By MICHAEL FALCONE ( @michaelpfalcone )
THIS WEEK ON 'THIS WEEK': The powerhouse roundtable debates all the week's politics, with Weekly Standard editor and ABC News contributor Bill Kristol, Wall Street Journal columnist Peggy Noonan, Rep. Keith Ellison, D-Minn., and former Democratic Michigan Gov. Jennifer Granholm. Plus, we pay tribute to Barbara Walters - who has interviewed every president since Richard Nixon - with a look back at her incredible 38-year career at ABC News. Tune in Sunday: http://abcnews.go.com/thisweek
ABC's RICK KLEIN: In an age of phony outrage, don't miss a real scandal when it comes along. That's what we're looking at in what we're learning about the treatment delays and cooked books at the Department of Veterans Affairs. We're talking about real people impacted at some of their most vulnerable moments, and all signs point to this getting far bigger before it settles down. We haven't yet seen the inspector general's report, and anecdotes flowing in from local hospitals are likely to build. The scandal isn't necessarily political; find a member of Congress, past or present, who isn't outraged by a veteran getting less-than-stellar care. But this has the potential to become a huge drag on Democrats if President Obama isn't seen as actively and fully addressing it - one big reason it's hard to imagine VA Secretary Eric Shinseki staying on in the long term. Once this becomes about competence and management - and the tone of senators' questioning brought it to that realm yesterday - this becomes a serious danger zone for the administration and its allies.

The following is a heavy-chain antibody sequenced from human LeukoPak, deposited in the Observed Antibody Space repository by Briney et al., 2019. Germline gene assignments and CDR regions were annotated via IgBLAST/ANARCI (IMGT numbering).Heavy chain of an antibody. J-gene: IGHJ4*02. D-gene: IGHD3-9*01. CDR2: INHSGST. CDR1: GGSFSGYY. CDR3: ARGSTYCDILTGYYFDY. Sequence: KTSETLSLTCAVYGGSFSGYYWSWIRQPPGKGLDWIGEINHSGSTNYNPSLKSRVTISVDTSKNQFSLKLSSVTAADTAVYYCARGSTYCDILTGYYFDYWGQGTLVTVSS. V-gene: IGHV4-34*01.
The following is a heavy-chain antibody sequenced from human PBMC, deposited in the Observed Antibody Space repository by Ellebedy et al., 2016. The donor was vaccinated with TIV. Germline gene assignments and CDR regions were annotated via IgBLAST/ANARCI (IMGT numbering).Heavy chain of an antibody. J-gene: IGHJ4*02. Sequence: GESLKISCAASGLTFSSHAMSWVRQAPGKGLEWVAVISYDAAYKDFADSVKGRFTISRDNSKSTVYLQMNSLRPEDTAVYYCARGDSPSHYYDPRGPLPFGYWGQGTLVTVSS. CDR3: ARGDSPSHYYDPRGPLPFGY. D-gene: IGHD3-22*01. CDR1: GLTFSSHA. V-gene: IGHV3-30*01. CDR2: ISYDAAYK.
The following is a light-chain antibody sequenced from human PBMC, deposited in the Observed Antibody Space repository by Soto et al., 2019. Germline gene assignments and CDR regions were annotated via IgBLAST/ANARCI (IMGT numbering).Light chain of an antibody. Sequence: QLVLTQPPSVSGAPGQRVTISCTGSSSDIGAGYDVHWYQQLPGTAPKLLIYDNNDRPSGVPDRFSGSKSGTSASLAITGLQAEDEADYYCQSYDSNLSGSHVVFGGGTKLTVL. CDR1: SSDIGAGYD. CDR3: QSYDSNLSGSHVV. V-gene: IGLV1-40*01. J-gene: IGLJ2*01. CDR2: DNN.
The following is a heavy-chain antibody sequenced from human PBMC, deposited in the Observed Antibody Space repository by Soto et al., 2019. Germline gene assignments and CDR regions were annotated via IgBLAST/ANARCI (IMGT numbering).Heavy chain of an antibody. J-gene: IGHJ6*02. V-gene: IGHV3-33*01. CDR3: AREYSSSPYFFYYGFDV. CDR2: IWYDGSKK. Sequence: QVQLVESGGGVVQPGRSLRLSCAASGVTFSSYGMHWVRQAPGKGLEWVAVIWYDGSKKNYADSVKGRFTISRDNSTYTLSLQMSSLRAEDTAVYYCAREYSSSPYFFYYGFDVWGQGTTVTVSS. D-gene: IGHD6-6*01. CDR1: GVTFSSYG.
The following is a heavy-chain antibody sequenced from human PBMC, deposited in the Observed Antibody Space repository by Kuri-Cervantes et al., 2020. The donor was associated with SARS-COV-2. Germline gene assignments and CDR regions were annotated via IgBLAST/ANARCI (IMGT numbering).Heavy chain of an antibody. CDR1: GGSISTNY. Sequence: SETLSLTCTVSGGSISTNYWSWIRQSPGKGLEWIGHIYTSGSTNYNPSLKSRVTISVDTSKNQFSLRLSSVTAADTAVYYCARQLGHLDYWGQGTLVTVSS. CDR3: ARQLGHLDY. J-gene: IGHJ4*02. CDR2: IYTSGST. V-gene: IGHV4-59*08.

ABC's SHUSHANNAH WALSHE: Today is the day we salute Barbara Walters and her amazing 50 year career, 38 of those with ABC News. A journalist where any one of her "gets" would have been career-making has had so many they would be impossible to rattle off, but one amazing statistic stands out: she has interviewed every president and First Lady since Richard Nixon. Her 1999 interview with Monica Lewinsky was so widely watched it shattered ratings records when 70 million people tuned in. As a female journalist, I am so grateful for all the women who came first and today we thank the woman who truly was the first, who broke through all those barriers and all those glass ceilings: the iconic Barbara Walters. Without you, there would have been none of us. A big congratulations and thank you from all of us in ABC News' political unit and the DC Bureau.